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Publication numberUS2559583 A
Publication typeGrant
Publication dateJul 10, 1951
Filing dateJan 23, 1948
Priority dateJan 23, 1948
Publication numberUS 2559583 A, US 2559583A, US-A-2559583, US2559583 A, US2559583A
InventorsGeorge E Barker
Original AssigneeAtlas Powder Co
Export CitationBiBTeX, EndNote, RefMan
External Links: USPTO, USPTO Assignment, Espacenet
Solid compositions containing polyoxyethylene esters
US 2559583 A
Abstract  available in
Images(5)
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Claims  available in
Description  (OCR text may contain errors)

l atented July 1951 2,559,583. SO LI D COMPOSITIONS CONTAINING POLY- OXY ETHYLENE ESTERS George E. Barker, Wilmington, Del., assignor to Atlas Powder Company, Wilmington, DeL, a

corporation of Delaware No Drawing. Application January 23, 1948, Serial No. 4,080

The present invention relates to solid compositions containing polyoxyethylene esters of carboxylic acids.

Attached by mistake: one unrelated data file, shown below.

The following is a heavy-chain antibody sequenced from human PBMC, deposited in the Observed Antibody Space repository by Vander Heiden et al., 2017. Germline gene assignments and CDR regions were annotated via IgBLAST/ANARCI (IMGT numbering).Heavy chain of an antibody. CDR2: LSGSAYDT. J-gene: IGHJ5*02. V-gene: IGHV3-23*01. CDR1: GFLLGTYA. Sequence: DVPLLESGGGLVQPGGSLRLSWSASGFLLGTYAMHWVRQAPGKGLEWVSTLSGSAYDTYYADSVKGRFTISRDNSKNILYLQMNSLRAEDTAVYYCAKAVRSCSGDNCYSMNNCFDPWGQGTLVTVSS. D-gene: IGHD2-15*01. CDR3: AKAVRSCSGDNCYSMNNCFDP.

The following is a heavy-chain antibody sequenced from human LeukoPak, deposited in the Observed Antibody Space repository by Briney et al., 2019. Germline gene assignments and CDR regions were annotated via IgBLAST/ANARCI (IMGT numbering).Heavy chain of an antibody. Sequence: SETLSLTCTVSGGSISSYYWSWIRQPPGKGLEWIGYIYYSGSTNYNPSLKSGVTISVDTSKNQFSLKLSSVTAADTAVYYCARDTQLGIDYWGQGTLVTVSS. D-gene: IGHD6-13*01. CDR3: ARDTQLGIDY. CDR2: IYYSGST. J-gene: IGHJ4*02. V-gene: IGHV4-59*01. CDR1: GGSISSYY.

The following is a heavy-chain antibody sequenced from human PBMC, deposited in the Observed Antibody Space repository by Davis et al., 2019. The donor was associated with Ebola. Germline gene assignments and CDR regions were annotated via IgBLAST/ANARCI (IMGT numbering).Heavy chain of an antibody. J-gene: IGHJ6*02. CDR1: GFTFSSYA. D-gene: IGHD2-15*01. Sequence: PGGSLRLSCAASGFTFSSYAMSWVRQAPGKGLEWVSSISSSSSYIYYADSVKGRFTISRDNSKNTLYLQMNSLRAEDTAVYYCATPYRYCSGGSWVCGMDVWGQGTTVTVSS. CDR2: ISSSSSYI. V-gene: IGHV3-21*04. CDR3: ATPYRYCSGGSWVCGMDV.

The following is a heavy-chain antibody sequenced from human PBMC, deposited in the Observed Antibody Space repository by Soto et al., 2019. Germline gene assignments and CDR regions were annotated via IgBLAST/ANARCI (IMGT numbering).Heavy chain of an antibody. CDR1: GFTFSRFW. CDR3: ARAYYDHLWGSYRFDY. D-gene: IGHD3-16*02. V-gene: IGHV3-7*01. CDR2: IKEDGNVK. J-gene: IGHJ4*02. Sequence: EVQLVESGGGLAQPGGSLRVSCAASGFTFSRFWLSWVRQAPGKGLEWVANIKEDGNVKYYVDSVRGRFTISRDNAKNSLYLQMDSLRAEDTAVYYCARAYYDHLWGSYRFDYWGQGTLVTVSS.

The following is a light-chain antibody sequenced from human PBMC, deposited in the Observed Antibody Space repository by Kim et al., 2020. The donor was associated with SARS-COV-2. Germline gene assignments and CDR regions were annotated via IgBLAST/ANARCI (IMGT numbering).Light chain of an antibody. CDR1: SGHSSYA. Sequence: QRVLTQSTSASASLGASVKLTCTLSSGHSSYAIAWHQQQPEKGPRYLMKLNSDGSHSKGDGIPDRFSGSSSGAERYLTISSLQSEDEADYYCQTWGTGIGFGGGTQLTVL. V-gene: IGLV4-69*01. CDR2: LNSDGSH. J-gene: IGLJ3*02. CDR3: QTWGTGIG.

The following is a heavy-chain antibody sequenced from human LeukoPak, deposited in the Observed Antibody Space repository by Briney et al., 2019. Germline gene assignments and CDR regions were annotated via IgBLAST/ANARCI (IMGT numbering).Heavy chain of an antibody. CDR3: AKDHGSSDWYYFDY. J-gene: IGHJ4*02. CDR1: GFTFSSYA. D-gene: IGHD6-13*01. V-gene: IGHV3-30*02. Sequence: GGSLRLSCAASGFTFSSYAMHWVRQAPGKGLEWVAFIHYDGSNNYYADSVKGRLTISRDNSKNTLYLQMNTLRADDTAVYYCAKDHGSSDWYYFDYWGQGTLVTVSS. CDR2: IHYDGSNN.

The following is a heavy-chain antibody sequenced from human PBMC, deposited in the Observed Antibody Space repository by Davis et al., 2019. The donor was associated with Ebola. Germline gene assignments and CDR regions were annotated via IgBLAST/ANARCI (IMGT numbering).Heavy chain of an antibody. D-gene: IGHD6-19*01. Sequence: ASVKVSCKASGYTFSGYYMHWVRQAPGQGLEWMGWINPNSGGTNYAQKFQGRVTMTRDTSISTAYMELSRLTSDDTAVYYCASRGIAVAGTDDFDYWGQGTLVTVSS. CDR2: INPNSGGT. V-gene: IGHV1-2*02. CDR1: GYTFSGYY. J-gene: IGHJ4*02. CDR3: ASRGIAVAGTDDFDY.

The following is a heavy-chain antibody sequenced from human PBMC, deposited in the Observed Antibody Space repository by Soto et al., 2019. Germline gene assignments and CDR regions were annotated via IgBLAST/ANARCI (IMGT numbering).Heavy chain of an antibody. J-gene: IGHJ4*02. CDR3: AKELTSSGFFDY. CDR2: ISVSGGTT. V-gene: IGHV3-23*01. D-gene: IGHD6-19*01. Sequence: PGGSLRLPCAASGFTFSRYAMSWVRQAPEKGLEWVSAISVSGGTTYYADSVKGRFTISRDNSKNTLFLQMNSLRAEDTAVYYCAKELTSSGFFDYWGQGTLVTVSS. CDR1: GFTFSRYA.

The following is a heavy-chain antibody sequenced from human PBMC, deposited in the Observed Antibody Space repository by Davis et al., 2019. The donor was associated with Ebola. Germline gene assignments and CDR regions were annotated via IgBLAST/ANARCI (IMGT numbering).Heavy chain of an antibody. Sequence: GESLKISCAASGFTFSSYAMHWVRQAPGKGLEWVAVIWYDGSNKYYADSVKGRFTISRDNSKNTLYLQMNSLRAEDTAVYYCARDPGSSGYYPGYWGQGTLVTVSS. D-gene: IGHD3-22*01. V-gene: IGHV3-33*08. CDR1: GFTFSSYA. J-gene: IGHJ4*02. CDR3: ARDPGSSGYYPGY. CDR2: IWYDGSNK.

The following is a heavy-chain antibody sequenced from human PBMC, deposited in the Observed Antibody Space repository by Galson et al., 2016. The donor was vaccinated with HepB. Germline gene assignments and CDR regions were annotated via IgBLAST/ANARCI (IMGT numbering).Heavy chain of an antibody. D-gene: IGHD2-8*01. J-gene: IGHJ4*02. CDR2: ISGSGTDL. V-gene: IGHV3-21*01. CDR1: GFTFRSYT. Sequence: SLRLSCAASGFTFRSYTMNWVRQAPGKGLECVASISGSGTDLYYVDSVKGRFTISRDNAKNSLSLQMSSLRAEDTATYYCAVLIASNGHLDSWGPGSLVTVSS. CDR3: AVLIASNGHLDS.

An object of the invention is to provide a solid composition containing a polyoxyethylene ester of acarboxylicacid.

Another object is to provide a method for solidifying a normally liquid to soft waxy polyoxyethylene ester of a carboxylic acid.

A further object is to provide a solid detergent composition containing a normally liquid to soft waxy polyoxyethylene ester of a carboxylic acid. A still further object is to provide means for controlling the rate of solution of a Water-soluble polyoxyethylene detergent composition by incorporating it into a solid combination which can be formed into the shape of bars or the like and used after the fashion of hard soap.

The above and other objects will become more fully apparent 'in the course of the following description.